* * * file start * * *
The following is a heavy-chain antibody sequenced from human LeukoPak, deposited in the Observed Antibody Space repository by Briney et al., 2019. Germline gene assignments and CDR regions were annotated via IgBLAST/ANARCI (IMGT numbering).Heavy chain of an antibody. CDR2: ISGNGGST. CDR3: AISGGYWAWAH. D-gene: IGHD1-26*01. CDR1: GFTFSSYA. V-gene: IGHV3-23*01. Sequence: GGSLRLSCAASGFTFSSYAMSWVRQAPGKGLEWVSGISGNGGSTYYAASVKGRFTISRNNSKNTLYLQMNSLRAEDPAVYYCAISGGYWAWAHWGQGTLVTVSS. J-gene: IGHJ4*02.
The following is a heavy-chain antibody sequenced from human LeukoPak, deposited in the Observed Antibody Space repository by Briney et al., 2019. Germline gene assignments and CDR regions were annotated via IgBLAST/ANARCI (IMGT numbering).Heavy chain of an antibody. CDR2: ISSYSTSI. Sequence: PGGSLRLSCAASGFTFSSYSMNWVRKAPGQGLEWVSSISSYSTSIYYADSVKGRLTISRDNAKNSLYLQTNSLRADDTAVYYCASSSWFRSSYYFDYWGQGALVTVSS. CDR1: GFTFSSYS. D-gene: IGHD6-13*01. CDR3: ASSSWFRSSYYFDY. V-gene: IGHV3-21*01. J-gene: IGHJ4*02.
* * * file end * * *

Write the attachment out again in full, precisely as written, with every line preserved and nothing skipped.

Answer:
The following is a heavy-chain antibody sequenced from human LeukoPak, deposited in the Observed Antibody Space repository by Briney et al., 2019. Germline gene assignments and CDR regions were annotated via IgBLAST/ANARCI (IMGT numbering).Heavy chain of an antibody. CDR2: ISGNGGST. CDR3: AISGGYWAWAH. D-gene: IGHD1-26*01. CDR1: GFTFSSYA. V-gene: IGHV3-23*01. Sequence: GGSLRLSCAASGFTFSSYAMSWVRQAPGKGLEWVSGISGNGGSTYYAASVKGRFTISRNNSKNTLYLQMNSLRAEDPAVYYCAISGGYWAWAHWGQGTLVTVSS. J-gene: IGHJ4*02.
The following is a heavy-chain antibody sequenced from human LeukoPak, deposited in the Observed Antibody Space repository by Briney et al., 2019. Germline gene assignments and CDR regions were annotated via IgBLAST/ANARCI (IMGT numbering).Heavy chain of an antibody. CDR2: ISSYSTSI. Sequence: PGGSLRLSCAASGFTFSSYSMNWVRKAPGQGLEWVSSISSYSTSIYYADSVKGRLTISRDNAKNSLYLQTNSLRADDTAVYYCASSSWFRSSYYFDYWGQGALVTVSS. CDR1: GFTFSSYS. D-gene: IGHD6-13*01. CDR3: ASSSWFRSSYYFDY. V-gene: IGHV3-21*01. J-gene: IGHJ4*02.